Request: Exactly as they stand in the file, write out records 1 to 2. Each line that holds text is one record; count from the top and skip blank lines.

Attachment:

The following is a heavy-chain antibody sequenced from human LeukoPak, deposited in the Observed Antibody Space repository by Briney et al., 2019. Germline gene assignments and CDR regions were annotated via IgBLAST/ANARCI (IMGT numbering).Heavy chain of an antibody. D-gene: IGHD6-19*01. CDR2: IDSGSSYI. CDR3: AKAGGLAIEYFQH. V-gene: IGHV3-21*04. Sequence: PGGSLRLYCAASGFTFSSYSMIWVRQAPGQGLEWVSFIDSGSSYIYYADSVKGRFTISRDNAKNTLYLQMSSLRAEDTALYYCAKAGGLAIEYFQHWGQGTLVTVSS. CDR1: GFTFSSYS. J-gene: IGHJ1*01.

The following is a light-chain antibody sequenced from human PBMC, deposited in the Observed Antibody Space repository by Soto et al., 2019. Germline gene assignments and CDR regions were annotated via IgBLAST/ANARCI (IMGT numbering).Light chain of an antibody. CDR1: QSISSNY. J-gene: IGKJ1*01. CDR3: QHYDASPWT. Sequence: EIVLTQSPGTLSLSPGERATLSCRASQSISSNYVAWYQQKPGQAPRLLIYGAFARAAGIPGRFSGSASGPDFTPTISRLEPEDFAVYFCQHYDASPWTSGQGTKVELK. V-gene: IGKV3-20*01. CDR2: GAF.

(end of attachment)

The following is a heavy-chain antibody sequenced from human LeukoPak, deposited in the Observed Antibody Space repository by Briney et al., 2019. Germline gene assignments and CDR regions were annotated via IgBLAST/ANARCI (IMGT numbering).Heavy chain of an antibody. D-gene: IGHD6-19*01. CDR2: IDSGSSYI. CDR3: AKAGGLAIEYFQH. V-gene: IGHV3-21*04. Sequence: PGGSLRLYCAASGFTFSSYSMIWVRQAPGQGLEWVSFIDSGSSYIYYADSVKGRFTISRDNAKNTLYLQMSSLRAEDTALYYCAKAGGLAIEYFQHWGQGTLVTVSS. CDR1: GFTFSSYS. J-gene: IGHJ1*01.

The following is a light-chain antibody sequenced from human PBMC, deposited in the Observed Antibody Space repository by Soto et al., 2019. Germline gene assignments and CDR regions were annotated via IgBLAST/ANARCI (IMGT numbering).Light chain of an antibody. CDR1: QSISSNY. J-gene: IGKJ1*01. CDR3: QHYDASPWT. Sequence: EIVLTQSPGTLSLSPGERATLSCRASQSISSNYVAWYQQKPGQAPRLLIYGAFARAAGIPGRFSGSASGPDFTPTISRLEPEDFAVYFCQHYDASPWTSGQGTKVELK. V-gene: IGKV3-20*01. CDR2: GAF.